8,508 Posts
HH, you need to stop obsessing about trying to fill the screen and not distort or crop the picture. Just go out and buy a bigger screen and learn to live with the fact that you cannot always fill the screen.

I really don't understand why some people cannot grasp that if a picture doesn't fit the format, there is nothing that can be done to make it fit without cropping or distorting. The problem is not just the 4:3 versus 16:9 but that content is being manipulated to fit (letterbox) one into the other so regardless of what mode you choose, the content can vary.

Get a TV with a black bezel and watch it in a dark room. That way you won't notice the black bands.
Yes, not everything is broadcast in HD even though it is riding the HD pipe. But still, I think it would be worth it to spend 5 bucks if HH is indeed getting HD content through his provider.
 

·
Registered
Joined
·
5,746 Posts
Ja, when I replaced my old CRT TV with a HD LCD TV, I also upgraded my Shaw Direct dish and receiver. It cost me a bit more than $100 but it was a one time cost and I get most of the available content in HD that I was subscribed to in SD for no additional monthly fee.

I think what gets confusing for some is the mixed content. 16:9 is being emulated using letterbox format onto SD 4:3 and as you say, not all content is in 16:9 even when the provider's signal is HD.
 

·
Administrator
Joined
·
11,831 Posts
Seems like as far as my customers 40% can't stand the black boxes and claim after watching for awhile you don't notice the distortion from stretching. The other 40% can't stand to look at the stretching and want the boxes on a 4:3 signal.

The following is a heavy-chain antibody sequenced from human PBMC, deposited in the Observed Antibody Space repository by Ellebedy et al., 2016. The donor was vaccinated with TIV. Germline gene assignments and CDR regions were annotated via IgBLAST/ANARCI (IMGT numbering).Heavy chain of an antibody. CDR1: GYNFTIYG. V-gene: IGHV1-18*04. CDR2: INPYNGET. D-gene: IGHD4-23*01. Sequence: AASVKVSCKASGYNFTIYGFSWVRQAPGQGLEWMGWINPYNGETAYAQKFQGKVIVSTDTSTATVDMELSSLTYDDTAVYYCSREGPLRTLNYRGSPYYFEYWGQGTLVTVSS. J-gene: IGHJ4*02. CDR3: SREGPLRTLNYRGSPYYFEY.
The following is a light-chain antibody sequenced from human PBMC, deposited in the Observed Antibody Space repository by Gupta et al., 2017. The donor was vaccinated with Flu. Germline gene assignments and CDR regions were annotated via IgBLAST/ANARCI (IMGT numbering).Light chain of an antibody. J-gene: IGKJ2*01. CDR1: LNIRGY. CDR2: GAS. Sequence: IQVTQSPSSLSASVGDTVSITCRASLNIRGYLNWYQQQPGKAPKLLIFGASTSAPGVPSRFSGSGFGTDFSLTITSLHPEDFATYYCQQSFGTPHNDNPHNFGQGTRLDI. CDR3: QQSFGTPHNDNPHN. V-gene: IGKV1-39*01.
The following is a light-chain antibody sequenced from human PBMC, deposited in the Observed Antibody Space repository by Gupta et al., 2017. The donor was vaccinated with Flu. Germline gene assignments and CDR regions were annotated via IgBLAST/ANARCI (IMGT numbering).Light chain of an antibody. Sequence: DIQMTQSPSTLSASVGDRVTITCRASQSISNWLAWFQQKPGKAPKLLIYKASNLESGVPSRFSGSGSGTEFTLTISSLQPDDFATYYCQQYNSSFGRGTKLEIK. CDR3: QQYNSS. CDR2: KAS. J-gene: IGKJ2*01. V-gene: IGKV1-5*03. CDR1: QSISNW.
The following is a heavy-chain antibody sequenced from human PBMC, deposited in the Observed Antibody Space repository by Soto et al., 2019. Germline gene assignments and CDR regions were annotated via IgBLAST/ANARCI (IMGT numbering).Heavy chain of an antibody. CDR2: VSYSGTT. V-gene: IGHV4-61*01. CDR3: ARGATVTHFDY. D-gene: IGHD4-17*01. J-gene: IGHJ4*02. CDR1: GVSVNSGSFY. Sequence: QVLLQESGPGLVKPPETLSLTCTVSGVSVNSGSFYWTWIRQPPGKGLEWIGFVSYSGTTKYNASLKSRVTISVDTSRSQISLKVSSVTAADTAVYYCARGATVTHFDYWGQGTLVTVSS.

The other 20% (mostly seniors) wish their TV still had a wood grain cabinet to match their furniture and a remote with only power, volume, and channel buttons. :fing32:
 

·
Registered
Joined
·
8,508 Posts
That has been my experience, too, Mark. If they have a big screen TV and are unhappy with the SD picture, I usually try to upsell them to HD. I receive only off air broadcasts (no satellite, cable, or IPTV), and the channels that do broadcast in HD look fantastic on my my 55" LCD. I usually can't tell a difference btw 720 and 1080, either.
 

·
Registered
Joined
·
5,746 Posts
Seems like as far as my customers 40% can't stand the black boxes and claim after watching for awhile you don't notice the distortion from stretching. The other 40% can't stand to look at the stretching and want the boxes on a 4:3 signal.

The other 20% (mostly seniors) wish their TV still had a wood grain cabinet to match their furniture and a remote with only power, volume, and channel buttons. :fing32:
The old addage "you can't please everyone" comes to mind. I liked those first generation remotes that didn't use batteries. They just struck notes on tuning fork-like keys.